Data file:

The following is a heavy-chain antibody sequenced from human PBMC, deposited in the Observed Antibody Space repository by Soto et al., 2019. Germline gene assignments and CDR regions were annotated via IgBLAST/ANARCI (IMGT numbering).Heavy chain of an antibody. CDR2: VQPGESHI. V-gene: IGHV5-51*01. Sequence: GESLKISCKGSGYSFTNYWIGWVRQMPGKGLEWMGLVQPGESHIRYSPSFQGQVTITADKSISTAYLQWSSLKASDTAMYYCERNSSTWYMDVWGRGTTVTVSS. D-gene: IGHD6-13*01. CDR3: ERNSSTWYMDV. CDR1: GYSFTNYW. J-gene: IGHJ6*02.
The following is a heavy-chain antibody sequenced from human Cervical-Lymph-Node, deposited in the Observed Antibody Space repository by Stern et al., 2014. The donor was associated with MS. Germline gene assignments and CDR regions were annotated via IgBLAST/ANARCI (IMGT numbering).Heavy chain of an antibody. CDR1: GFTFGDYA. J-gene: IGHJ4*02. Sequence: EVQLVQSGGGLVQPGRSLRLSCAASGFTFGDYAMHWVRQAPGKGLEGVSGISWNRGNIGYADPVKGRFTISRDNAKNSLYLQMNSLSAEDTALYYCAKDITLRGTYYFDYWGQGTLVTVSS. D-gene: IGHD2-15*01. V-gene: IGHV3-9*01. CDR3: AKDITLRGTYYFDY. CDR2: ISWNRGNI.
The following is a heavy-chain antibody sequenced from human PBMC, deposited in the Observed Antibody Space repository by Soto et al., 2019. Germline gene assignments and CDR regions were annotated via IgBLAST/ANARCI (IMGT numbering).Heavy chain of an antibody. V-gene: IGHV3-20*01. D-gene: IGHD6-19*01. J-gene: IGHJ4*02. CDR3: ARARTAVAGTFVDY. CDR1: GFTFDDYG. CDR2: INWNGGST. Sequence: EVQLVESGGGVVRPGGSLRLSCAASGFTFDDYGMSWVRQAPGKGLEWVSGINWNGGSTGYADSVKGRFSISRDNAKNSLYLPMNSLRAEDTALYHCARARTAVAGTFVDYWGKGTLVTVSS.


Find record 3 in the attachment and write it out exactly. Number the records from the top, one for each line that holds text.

The following is a heavy-chain antibody sequenced from human PBMC, deposited in the Observed Antibody Space repository by Soto et al., 2019. Germline gene assignments and CDR regions were annotated via IgBLAST/ANARCI (IMGT numbering).Heavy chain of an antibody. V-gene: IGHV3-20*01. D-gene: IGHD6-19*01. J-gene: IGHJ4*02. CDR3: ARARTAVAGTFVDY. CDR1: GFTFDDYG. CDR2: INWNGGST. Sequence: EVQLVESGGGVVRPGGSLRLSCAASGFTFDDYGMSWVRQAPGKGLEWVSGINWNGGSTGYADSVKGRFSISRDNAKNSLYLPMNSLRAEDTALYHCARARTAVAGTFVDYWGKGTLVTVSS.